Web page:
A Choral Odyssey: Byrd & Pärt

9 December 2020 7.30pm This is an online programme Single episode ticket: £10 / Series ticket: £50 (6 programmes). Only one ticket needed per household

The fourth programme in our A Choral Odyssey series takes us to Hatfield House, the seat of the Cecil family. Now home to the Marquess of Salisbury, Patron of The Sixteen, it was here that Elizabeth I learnt that she was to be Queen of England.

Although separated by over four centuries, the music of William Byrd and Arvo Pärt make for a perfect match. Both spent many years facing adversity and persecution and both sought solace through their sacred music. Byrd‘s later life was lived under constant threat of religious persecution – a practising Catholic in a country where only the Anglican faith could be celebrated. However, Queen Elizabeth I not only loved music but also possessed a private empathy for Catholicism and in 1575 she granted a patent to Byrd to publish music. Pärt spent most of his life in Soviet-controlled Estonia and for most of his young life it all seemed perfectly normal. ‘We had what we had…it wasn’t until I was older that I began to appreciate what it was to live in the Soviet Union, everything enclosed or forbidden.’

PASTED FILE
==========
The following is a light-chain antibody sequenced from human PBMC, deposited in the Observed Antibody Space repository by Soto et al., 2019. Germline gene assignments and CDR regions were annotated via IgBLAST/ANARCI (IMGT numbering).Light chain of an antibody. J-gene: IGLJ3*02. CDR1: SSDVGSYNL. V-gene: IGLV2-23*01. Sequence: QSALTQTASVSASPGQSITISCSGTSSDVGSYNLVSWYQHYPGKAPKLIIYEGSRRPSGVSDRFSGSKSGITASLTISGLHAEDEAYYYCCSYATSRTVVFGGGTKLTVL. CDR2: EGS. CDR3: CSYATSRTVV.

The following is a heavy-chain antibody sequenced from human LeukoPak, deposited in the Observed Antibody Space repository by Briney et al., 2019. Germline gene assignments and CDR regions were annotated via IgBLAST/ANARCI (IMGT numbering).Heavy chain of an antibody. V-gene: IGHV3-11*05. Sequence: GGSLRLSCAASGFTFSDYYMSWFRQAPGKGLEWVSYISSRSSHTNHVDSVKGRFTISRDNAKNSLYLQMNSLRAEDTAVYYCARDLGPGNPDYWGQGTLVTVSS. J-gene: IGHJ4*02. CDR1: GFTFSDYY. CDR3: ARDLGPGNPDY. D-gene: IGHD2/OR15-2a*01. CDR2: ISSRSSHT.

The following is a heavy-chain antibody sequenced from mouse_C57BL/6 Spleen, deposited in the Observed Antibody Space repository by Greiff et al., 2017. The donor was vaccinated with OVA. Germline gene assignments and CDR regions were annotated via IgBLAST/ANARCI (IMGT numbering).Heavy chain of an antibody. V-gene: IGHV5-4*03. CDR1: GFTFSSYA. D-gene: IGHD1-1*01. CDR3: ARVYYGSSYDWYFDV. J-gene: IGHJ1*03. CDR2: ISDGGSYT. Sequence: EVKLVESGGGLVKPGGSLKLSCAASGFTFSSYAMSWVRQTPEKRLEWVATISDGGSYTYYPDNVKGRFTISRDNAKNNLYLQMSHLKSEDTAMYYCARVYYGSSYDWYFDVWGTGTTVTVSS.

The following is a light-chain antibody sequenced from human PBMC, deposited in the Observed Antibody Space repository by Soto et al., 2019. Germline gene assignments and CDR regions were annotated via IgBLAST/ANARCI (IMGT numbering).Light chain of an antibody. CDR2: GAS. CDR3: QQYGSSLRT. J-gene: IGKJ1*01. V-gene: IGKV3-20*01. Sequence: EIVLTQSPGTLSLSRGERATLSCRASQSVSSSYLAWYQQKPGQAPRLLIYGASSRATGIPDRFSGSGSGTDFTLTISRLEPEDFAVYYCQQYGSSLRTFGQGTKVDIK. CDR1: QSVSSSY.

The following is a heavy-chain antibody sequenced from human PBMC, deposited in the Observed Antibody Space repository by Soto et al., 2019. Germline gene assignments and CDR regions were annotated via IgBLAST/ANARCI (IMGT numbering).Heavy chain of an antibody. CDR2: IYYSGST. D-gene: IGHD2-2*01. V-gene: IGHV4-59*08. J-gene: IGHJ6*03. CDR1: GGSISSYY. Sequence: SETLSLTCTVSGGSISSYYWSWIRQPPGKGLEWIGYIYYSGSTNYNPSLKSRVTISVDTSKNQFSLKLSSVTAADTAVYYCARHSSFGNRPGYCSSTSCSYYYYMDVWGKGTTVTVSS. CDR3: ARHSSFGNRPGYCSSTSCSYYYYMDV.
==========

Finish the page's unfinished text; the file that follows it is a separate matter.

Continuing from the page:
The Sixteen
Harry Christophers conductor
Simon Russell Beale presenter 


Byrd Tribue, Domine
Arvo Pärt Nunc Dimittis
Arvo Pärt The Deer’s Cry